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Lending to the borrower from hell: Debt and default in the age of Philip II, 1556-1598

Listed author(s):
  • Mauricio Drelichman
  • Joachim Voth

What sustained borrowing without third-party enforcement, in the early days of sovereign lending? Philip II of Spain accumulated towering debts while stopping all payments to his lenders four times. How could the sovereign borrow much and default often? We argue that bankers’ ability to cut off Philip II’s access to smoothing services was key. A form of syndicated lending created cohesion among his Genoese bankers. As a result, lending moratoria were sustained through a ‘cheat the cheater’ mechanism (Kletzer and Wright, 2000). Our paper thus lends empirical support to a recent literature emphasizing the role of bankers’ incentives for continued sovereign borrowing.

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File URL: https://econ-papers.upf.edu/papers/1164.pdf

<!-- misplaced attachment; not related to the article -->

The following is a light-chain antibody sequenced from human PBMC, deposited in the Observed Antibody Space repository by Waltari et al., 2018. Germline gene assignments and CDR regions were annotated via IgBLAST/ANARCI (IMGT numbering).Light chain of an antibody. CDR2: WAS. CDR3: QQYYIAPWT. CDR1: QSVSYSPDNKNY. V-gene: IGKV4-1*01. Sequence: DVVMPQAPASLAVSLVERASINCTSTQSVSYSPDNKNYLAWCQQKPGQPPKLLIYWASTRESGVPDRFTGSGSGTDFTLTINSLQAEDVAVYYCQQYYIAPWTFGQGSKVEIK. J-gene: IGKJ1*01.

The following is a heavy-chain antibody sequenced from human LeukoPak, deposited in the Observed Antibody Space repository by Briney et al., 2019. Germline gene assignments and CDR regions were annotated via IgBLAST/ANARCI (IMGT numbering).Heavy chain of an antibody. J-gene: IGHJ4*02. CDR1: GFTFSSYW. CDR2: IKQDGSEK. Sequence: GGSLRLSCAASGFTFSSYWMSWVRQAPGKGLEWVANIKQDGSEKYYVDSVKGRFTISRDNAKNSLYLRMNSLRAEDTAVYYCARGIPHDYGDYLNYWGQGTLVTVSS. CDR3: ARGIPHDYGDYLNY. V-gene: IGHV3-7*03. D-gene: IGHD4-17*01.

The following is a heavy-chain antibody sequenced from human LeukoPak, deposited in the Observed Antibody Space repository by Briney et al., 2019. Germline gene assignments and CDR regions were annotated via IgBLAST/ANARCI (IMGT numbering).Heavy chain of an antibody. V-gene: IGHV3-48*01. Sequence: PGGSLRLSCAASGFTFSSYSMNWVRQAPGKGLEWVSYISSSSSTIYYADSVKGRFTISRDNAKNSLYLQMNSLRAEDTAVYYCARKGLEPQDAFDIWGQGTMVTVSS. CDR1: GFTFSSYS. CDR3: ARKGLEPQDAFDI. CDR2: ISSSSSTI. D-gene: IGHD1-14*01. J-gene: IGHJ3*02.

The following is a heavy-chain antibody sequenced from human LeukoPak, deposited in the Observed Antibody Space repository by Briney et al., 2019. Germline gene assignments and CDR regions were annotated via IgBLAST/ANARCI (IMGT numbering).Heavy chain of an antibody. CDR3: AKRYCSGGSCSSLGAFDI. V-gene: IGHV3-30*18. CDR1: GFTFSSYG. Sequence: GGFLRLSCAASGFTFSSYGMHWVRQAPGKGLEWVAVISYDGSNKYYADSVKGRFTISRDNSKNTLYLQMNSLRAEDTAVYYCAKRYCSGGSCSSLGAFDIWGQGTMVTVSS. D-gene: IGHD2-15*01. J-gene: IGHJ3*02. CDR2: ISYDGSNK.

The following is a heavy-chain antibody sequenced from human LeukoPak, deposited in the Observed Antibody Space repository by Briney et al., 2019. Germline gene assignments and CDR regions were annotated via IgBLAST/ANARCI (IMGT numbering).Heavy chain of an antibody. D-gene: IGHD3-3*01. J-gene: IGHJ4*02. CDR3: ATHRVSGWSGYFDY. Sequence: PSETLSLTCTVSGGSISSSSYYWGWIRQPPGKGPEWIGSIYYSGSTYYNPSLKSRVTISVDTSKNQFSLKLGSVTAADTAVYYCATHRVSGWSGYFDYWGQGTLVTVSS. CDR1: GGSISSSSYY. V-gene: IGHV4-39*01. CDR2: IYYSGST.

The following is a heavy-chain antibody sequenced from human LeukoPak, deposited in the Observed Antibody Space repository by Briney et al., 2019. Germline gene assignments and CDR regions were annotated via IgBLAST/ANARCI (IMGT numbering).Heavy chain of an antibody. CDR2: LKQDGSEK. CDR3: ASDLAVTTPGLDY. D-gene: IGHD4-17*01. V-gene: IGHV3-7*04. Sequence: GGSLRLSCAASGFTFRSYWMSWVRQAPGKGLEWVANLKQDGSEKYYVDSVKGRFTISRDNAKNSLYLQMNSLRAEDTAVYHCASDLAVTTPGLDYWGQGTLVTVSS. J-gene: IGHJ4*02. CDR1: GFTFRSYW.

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Paper provided by Department of Economics and Business, Universitat Pompeu Fabra in its series Economics Working Papers with number 1164.

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Date of creation: Dec 2007
Date of revision: Nov 2009
Handle: RePEc:upf:upfgen:1164
Contact details of provider: Web page: http://www.econ.upf.edu/

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  12. Mauricio Drelichman & Joachim Voth, 2006. "The sustainable debts of Philip II: A reconstruction of Castile's fiscal position, 1566-1596," Economics Working Papers 1121, Department of Economics and Business, Universitat Pompeu Fabra, revised May 2009.
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